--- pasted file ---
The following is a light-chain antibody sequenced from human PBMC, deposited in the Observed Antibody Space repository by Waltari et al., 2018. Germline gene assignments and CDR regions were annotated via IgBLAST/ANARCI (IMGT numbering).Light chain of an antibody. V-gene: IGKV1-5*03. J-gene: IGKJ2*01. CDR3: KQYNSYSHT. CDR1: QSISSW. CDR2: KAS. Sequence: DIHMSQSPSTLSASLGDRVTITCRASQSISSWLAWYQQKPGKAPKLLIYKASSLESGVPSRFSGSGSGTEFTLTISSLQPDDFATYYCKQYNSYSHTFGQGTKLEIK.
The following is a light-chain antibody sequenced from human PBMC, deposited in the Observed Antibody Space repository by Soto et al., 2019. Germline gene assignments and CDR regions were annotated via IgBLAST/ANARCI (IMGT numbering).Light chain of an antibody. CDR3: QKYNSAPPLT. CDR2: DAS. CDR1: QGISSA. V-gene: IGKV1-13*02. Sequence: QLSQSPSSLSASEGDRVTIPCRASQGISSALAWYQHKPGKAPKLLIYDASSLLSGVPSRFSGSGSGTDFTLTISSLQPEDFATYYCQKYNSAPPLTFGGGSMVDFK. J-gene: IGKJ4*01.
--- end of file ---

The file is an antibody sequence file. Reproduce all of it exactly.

The following is a light-chain antibody sequenced from human PBMC, deposited in the Observed Antibody Space repository by Waltari et al., 2018. Germline gene assignments and CDR regions were annotated via IgBLAST/ANARCI (IMGT numbering).Light chain of an antibody. V-gene: IGKV1-5*03. J-gene: IGKJ2*01. CDR3: KQYNSYSHT. CDR1: QSISSW. CDR2: KAS. Sequence: DIHMSQSPSTLSASLGDRVTITCRASQSISSWLAWYQQKPGKAPKLLIYKASSLESGVPSRFSGSGSGTEFTLTISSLQPDDFATYYCKQYNSYSHTFGQGTKLEIK.
The following is a light-chain antibody sequenced from human PBMC, deposited in the Observed Antibody Space repository by Soto et al., 2019. Germline gene assignments and CDR regions were annotated via IgBLAST/ANARCI (IMGT numbering).Light chain of an antibody. CDR3: QKYNSAPPLT. CDR2: DAS. CDR1: QGISSA. V-gene: IGKV1-13*02. Sequence: QLSQSPSSLSASEGDRVTIPCRASQGISSALAWYQHKPGKAPKLLIYDASSLLSGVPSRFSGSGSGTDFTLTISSLQPEDFATYYCQKYNSAPPLTFGGGSMVDFK. J-gene: IGKJ4*01.